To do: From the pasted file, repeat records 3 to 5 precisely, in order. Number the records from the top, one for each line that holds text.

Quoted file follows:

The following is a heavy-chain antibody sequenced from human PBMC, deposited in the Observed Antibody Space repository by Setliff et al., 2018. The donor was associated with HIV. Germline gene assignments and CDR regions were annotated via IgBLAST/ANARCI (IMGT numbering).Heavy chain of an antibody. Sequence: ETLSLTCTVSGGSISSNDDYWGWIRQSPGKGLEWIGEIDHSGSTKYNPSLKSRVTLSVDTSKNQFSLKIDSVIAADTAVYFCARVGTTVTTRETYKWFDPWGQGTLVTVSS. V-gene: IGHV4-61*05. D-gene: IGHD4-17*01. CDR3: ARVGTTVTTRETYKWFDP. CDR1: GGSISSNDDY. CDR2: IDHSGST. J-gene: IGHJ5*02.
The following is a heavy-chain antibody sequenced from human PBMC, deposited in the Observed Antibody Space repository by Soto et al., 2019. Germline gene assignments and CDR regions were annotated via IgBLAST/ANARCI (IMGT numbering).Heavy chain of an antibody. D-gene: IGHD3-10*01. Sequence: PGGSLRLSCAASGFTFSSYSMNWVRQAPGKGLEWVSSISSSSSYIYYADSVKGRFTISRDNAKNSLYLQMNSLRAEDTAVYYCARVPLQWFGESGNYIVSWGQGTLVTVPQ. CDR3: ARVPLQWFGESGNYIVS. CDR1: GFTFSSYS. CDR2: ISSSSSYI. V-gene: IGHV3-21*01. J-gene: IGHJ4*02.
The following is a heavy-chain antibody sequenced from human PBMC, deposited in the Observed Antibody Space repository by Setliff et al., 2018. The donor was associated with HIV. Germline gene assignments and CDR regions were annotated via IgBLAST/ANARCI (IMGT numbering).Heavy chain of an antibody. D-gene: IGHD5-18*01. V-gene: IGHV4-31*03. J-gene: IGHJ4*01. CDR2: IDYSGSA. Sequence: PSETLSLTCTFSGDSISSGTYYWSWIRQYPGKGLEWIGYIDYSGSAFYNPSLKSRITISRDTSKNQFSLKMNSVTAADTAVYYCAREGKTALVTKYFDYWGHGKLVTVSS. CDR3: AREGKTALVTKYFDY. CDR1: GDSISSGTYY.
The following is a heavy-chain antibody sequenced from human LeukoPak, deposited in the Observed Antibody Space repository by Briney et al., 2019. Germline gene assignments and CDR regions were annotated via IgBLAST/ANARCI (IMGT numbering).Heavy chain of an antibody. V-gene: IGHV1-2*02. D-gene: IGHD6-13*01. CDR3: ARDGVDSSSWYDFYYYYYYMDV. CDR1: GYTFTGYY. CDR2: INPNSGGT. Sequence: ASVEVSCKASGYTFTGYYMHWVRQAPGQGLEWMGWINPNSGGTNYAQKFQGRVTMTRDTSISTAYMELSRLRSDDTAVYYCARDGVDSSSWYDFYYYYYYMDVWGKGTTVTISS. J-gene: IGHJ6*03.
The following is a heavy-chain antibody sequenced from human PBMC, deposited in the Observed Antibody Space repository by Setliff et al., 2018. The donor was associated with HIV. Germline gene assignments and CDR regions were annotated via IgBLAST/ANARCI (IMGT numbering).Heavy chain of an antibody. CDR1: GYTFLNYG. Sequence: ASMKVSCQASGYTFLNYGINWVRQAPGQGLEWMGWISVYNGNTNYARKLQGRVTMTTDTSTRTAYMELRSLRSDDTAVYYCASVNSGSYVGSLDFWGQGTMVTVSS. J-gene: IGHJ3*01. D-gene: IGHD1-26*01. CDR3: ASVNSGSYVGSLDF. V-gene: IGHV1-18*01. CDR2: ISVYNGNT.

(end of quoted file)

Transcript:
The following is a heavy-chain antibody sequenced from human PBMC, deposited in the Observed Antibody Space repository by Setliff et al., 2018. The donor was associated with HIV. Germline gene assignments and CDR regions were annotated via IgBLAST/ANARCI (IMGT numbering).Heavy chain of an antibody. D-gene: IGHD5-18*01. V-gene: IGHV4-31*03. J-gene: IGHJ4*01. CDR2: IDYSGSA. Sequence: PSETLSLTCTFSGDSISSGTYYWSWIRQYPGKGLEWIGYIDYSGSAFYNPSLKSRITISRDTSKNQFSLKMNSVTAADTAVYYCAREGKTALVTKYFDYWGHGKLVTVSS. CDR3: AREGKTALVTKYFDY. CDR1: GDSISSGTYY.
The following is a heavy-chain antibody sequenced from human LeukoPak, deposited in the Observed Antibody Space repository by Briney et al., 2019. Germline gene assignments and CDR regions were annotated via IgBLAST/ANARCI (IMGT numbering).Heavy chain of an antibody. V-gene: IGHV1-2*02. D-gene: IGHD6-13*01. CDR3: ARDGVDSSSWYDFYYYYYYMDV. CDR1: GYTFTGYY. CDR2: INPNSGGT. Sequence: ASVEVSCKASGYTFTGYYMHWVRQAPGQGLEWMGWINPNSGGTNYAQKFQGRVTMTRDTSISTAYMELSRLRSDDTAVYYCARDGVDSSSWYDFYYYYYYMDVWGKGTTVTISS. J-gene: IGHJ6*03.
The following is a heavy-chain antibody sequenced from human PBMC, deposited in the Observed Antibody Space repository by Setliff et al., 2018. The donor was associated with HIV. Germline gene assignments and CDR regions were annotated via IgBLAST/ANARCI (IMGT numbering).Heavy chain of an antibody. CDR1: GYTFLNYG. Sequence: ASMKVSCQASGYTFLNYGINWVRQAPGQGLEWMGWISVYNGNTNYARKLQGRVTMTTDTSTRTAYMELRSLRSDDTAVYYCASVNSGSYVGSLDFWGQGTMVTVSS. J-gene: IGHJ3*01. D-gene: IGHD1-26*01. CDR3: ASVNSGSYVGSLDF. V-gene: IGHV1-18*01. CDR2: ISVYNGNT.